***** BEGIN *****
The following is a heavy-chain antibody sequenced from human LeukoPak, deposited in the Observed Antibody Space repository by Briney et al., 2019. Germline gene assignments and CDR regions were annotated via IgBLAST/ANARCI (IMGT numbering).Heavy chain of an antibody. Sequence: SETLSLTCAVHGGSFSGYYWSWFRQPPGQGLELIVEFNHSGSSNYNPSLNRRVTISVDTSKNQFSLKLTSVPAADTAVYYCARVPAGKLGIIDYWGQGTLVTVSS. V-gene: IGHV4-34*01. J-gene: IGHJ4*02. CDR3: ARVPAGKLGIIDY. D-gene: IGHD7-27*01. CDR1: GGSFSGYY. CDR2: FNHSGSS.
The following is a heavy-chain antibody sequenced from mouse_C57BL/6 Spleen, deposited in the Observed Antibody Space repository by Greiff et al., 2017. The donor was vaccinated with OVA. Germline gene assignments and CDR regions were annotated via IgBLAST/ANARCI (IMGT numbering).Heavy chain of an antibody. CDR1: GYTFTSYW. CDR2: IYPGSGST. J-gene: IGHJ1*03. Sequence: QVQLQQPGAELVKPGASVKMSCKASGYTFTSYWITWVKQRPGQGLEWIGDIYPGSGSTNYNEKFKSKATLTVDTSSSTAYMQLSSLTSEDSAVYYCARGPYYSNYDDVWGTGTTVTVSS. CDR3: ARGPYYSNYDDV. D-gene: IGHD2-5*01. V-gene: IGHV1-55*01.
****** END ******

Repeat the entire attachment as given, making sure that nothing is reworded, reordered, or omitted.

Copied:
The following is a heavy-chain antibody sequenced from human LeukoPak, deposited in the Observed Antibody Space repository by Briney et al., 2019. Germline gene assignments and CDR regions were annotated via IgBLAST/ANARCI (IMGT numbering).Heavy chain of an antibody. Sequence: SETLSLTCAVHGGSFSGYYWSWFRQPPGQGLELIVEFNHSGSSNYNPSLNRRVTISVDTSKNQFSLKLTSVPAADTAVYYCARVPAGKLGIIDYWGQGTLVTVSS. V-gene: IGHV4-34*01. J-gene: IGHJ4*02. CDR3: ARVPAGKLGIIDY. D-gene: IGHD7-27*01. CDR1: GGSFSGYY. CDR2: FNHSGSS.
The following is a heavy-chain antibody sequenced from mouse_C57BL/6 Spleen, deposited in the Observed Antibody Space repository by Greiff et al., 2017. The donor was vaccinated with OVA. Germline gene assignments and CDR regions were annotated via IgBLAST/ANARCI (IMGT numbering).Heavy chain of an antibody. CDR1: GYTFTSYW. CDR2: IYPGSGST. J-gene: IGHJ1*03. Sequence: QVQLQQPGAELVKPGASVKMSCKASGYTFTSYWITWVKQRPGQGLEWIGDIYPGSGSTNYNEKFKSKATLTVDTSSSTAYMQLSSLTSEDSAVYYCARGPYYSNYDDVWGTGTTVTVSS. CDR3: ARGPYYSNYDDV. D-gene: IGHD2-5*01. V-gene: IGHV1-55*01.